Charitable trust grant to pensioners unlikely to continue in present form

Ann Black
SCT chief executive Ann Black: “worst deprivation not exclusively among pensioners”.

A means-tested £300 Christmas grant paid out to hundreds of pensioners and disabled people is unlikely to continue beyond December in its present form, according to Shetland Charitable Trust vice-chairman Jonathan Wills.

His remark came as trustees uniformly backed a report from SCT chief executive Ann Black suggesting the grant should be dished out to everyone who qualified last year – provided they can prove their circumstances have not changed.

A £432,000 budget remains in place to cover this year’s grant, which has been paid in one form or another since the trust’s inception in 1976. Trustees yesterday morning agreed to commission a review examining “ways of spending the money differently”.

Similarly to an unpopular move resulting in the closure of Shetland Youth Information Services (SYIS) in February, trust chairman Bobby Hunter stressed the latest proposal is not about cost-cutting.

Ms Black’s report stated that the scheme was “not necessarily targeting the correct client group”. Recent studies show that the worst deprivation in Shetland is “not necessarily exclusively among pensioners or the disabled”.

Pensioners receiving pension credit, council tax benefit or housing benefit are eligible. Disabled applicants receiving means-tested benefits have been able to “self-certify” that they qualify for the Christmas grant.

But with the UK welfare system undergoing a major overhaul, trust staff are finding it increasingly costly and time-consuming to determine who is and is not eligible.

Ms Black described administering the scheme as “very cumbersome”, taking up “a great deal” of staff time. Admin costs in 2012 were estimated to be £13,000.

Her report stated: “This is likely to increase, as trust staff do not have expertise in the benefit system, which is changing rapidly. Shetland Islands Council’s benefits staff, who have previously been helpful, have indicated that they do not have the capacity to provide the level of support which they have given in previous years.”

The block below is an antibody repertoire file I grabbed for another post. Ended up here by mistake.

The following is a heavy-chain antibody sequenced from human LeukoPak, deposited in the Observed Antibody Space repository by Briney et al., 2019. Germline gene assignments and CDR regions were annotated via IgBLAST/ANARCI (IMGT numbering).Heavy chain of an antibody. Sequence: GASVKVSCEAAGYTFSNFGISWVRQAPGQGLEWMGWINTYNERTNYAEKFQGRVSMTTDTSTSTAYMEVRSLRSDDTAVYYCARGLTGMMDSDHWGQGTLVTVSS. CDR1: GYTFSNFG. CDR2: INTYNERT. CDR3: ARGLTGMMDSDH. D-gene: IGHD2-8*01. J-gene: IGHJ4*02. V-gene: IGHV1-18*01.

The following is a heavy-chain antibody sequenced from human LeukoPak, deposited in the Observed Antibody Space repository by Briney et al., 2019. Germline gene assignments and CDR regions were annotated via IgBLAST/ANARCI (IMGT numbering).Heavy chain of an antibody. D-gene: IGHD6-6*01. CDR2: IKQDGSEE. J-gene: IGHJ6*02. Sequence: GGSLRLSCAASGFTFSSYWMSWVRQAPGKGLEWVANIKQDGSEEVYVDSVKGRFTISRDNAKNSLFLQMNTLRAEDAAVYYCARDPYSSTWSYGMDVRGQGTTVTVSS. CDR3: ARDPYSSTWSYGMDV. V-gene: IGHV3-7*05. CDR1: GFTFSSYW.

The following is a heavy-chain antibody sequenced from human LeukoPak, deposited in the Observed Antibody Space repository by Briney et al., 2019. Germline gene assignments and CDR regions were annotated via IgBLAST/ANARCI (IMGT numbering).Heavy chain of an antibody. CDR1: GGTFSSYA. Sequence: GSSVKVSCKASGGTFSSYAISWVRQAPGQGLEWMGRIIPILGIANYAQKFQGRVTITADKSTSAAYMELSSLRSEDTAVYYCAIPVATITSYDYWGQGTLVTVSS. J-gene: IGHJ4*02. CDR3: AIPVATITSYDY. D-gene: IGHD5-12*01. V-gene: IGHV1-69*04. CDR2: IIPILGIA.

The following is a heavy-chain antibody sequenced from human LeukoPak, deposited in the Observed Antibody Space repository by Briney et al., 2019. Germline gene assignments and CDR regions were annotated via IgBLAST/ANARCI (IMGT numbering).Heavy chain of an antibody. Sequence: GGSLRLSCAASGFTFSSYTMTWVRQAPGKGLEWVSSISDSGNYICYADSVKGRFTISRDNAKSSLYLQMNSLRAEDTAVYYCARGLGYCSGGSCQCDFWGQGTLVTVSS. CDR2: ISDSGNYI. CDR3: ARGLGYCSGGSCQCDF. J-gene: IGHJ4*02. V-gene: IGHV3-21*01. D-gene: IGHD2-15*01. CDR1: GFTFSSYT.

The scheme is to be closed to new applicants while the review considers “ways in which the trust’s resources could be better targeted towards areas of need in which the trust can legally assist”.

Mr Hunter said: “There is no suggestion whatsoever that we’re going to do away with this amount of money. It’s not a savings exercise. What we’re doing is evaluating the existing scheme and seeing if there’s a better way of doing it.”

Asked how he envisioned a rebooted scheme operating, Mr Hunter said it was “an open book”. “We’re looking to target the money at needy folk, be they young, old, disabled.”

SCT vice-chairman Jonathan Wills.
SCT vice-chairman Jonathan Wills: “population at large understands why we have to do this”.

Dr Wills told this newspaper the Christmas grant had become “extremely expensive and complicated to administer”.

“I can’t see it [the existing Christmas grant] surviving in the long term. I don’t see any way of doing it without paying very large sums to George Osborne,” he said. “The charitable trust does not exist to support the Inland Revenue, so we need to use the money in a way that benefits those most in need.

 “We can no longer rely on government or council staff to provide accurate details of who qualifies and who doesn’t. We’re going to have to look, with regret, at other ways of spending it.”

The grant became means-tested in 2009 to avoid paying a hefty tax bill. That came after the Inland Revenue indicated that if money was being handed out to the well-off, in addition to the needy, the scheme was not eligible for charitable tax relief.

Dr Wills said “ignoramuses” on the comments section of this newspaper’s website were “already saying we’re very bad people”. But he is confident the “population at large understands why we have to do this”.

He is open to ideas from the community for how the £432,000 budget could be better spent from 2014 onwards. Dr Wills has already heard suggestions that some of the money could go on children or young adults with additional support needs (ASN), or on more youth work.

Speaking during yesterday’s trust meeting in Islesburgh, appointed trustee Ian Kinniburgh had reservations about how the SCT could “sit in judgement about whose need is greater than others’”.

“That becomes quite a subjective decision,” he said, “so we need to be very careful about how we do that. Although the DWP is changing, people in receipt of benefits will presumably be fairly readily able to prove they are in receipt. There must be some kind of simply-gathered proof that would meet, for instance, HMRC’s criteria.”

Mr Kinniburgh added that regardless of how any revamped scheme was administered, it would come at a cost. Mr Hunter said Mr Kinniburgh’s concerns were “valid”, and he pledged the review would seek to “create a methodology of being fair and equitable”.


Add Your Comment
  • Stewart Mac

    • June 26th, 2013 12:04

    I am aghast it costs £13,000 in staff costs to administer the Christmas grant?? So thats the equivelent of effectively one full time admin assistant (albeit a junior) working all year to dish out a Christmas grant? How can that possibly be right? I would perhaps be looking more at the notional costings if it costs that much time to administer this, or any other scheme the Trust operates.